Coming back to the United States wasn’t easy. In a way, I never came back.
At least, if by the “I” I’m talking about is the me who got on a plane in Chicago in August 2008. That person didn’t come back to the United States. No, on the island of Ebeye, she was transformed into the person who got off the plane in Chicago in May 2009.
And that affected everything.
Twelve days after I came home to what felt like the coldest summer on record (it wasn’t), I headed to my summer job: camp. Now, I had worked at camp the three previous summers, so what would be different?
I had been warned about reverse culture shock and so I expected to happen, but it was mostly easy to ignore it or not recognize it. Why? I was surrounded by people who knew I had spent the last ten months out as an SM (and who kept commenting on my tan and weight loss). The girls’ director had also just returned from the islands as well. (We commiserated about how cold it was.)
Still, little things ended up bugging me. Once, I irrationally snapped at another staff member while we were cleaning the girls’ bathroom. Why? She’d removed a toilet paper roll that still had paper on it. Halfway through me saying, “Why are you wasting that?” I realized that I’d been thinking that we needed to use all we could of the toilet paper because, on Ebeye, it was super expensive. I ended up explaining and apologizing.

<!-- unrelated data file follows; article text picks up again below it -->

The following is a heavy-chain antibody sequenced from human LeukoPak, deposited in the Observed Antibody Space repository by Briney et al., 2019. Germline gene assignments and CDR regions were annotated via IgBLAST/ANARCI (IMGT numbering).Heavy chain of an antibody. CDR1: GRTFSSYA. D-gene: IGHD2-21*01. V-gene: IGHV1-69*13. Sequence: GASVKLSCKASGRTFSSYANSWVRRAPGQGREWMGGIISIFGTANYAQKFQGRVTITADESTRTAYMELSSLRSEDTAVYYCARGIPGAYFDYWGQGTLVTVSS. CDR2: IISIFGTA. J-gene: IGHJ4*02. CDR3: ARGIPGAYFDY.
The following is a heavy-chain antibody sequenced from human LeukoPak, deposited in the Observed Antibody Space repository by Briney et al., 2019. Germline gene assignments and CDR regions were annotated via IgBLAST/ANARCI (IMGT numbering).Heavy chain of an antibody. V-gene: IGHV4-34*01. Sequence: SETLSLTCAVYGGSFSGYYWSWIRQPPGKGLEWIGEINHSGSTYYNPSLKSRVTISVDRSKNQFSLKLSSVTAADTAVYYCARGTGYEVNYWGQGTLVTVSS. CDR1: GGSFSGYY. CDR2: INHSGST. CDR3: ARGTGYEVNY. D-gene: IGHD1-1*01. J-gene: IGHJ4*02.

Despite the experience of the three previous summers, it felt like I was starting all over again. All my friendships had changed, mostly because I had. But it was a lot of work. I had spent ten months on Ebeye with the same group of fifteen to twenty people, all working toward the same goal of running the school and reaching out to the community. Now I was in the middle of a staff of forty-five, still united with the end goal of reaching campers. My world had basically doubled in twelve days. I had to re-learn how I fit into the staff, and how I related to the other staff members, especially those who had known the previous me. But I worked through the difficulties and made it through those first weeks and months back.
Five years later, I am still adjusting because, like I said, I never really came back from Ebeye. Part of my heart is still there, and I returned as a different and better version of myself. I am not a former student missionary, I am a returned student missionary.
When I returned to Southern Adventist University, I ended up making the friends who are now my closest friends. The experiences I had overseas ended up paying off when I was unexpectedly promoted to director of the crafts and ceramics department in the middle of that first summer back. A few years later, my camp director and his wife told me that the best decision I ever made was being a student missionary.
I couldn’t agree more.
By Ashlee Chism